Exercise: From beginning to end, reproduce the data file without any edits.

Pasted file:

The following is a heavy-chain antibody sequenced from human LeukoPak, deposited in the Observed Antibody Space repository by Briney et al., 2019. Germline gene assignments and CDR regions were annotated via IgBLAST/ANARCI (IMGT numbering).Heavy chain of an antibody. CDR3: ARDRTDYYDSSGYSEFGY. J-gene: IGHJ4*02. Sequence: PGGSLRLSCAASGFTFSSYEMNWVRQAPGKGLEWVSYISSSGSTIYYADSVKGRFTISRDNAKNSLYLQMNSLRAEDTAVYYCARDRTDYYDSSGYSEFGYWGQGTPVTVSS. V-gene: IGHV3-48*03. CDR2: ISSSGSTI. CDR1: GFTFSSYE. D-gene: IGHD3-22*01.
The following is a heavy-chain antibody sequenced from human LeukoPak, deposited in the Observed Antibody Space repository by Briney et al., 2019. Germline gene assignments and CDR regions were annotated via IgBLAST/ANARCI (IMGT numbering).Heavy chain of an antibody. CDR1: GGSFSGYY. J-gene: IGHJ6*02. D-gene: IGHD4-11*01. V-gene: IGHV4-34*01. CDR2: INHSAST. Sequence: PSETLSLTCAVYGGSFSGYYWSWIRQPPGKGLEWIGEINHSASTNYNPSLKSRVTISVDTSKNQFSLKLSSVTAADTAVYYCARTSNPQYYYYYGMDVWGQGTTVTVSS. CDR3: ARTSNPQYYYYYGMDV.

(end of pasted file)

The following is a heavy-chain antibody sequenced from human LeukoPak, deposited in the Observed Antibody Space repository by Briney et al., 2019. Germline gene assignments and CDR regions were annotated via IgBLAST/ANARCI (IMGT numbering).Heavy chain of an antibody. CDR3: ARDRTDYYDSSGYSEFGY. J-gene: IGHJ4*02. Sequence: PGGSLRLSCAASGFTFSSYEMNWVRQAPGKGLEWVSYISSSGSTIYYADSVKGRFTISRDNAKNSLYLQMNSLRAEDTAVYYCARDRTDYYDSSGYSEFGYWGQGTPVTVSS. V-gene: IGHV3-48*03. CDR2: ISSSGSTI. CDR1: GFTFSSYE. D-gene: IGHD3-22*01.
The following is a heavy-chain antibody sequenced from human LeukoPak, deposited in the Observed Antibody Space repository by Briney et al., 2019. Germline gene assignments and CDR regions were annotated via IgBLAST/ANARCI (IMGT numbering).Heavy chain of an antibody. CDR1: GGSFSGYY. J-gene: IGHJ6*02. D-gene: IGHD4-11*01. V-gene: IGHV4-34*01. CDR2: INHSAST. Sequence: PSETLSLTCAVYGGSFSGYYWSWIRQPPGKGLEWIGEINHSASTNYNPSLKSRVTISVDTSKNQFSLKLSSVTAADTAVYYCARTSNPQYYYYYGMDVWGQGTTVTVSS. CDR3: ARTSNPQYYYYYGMDV.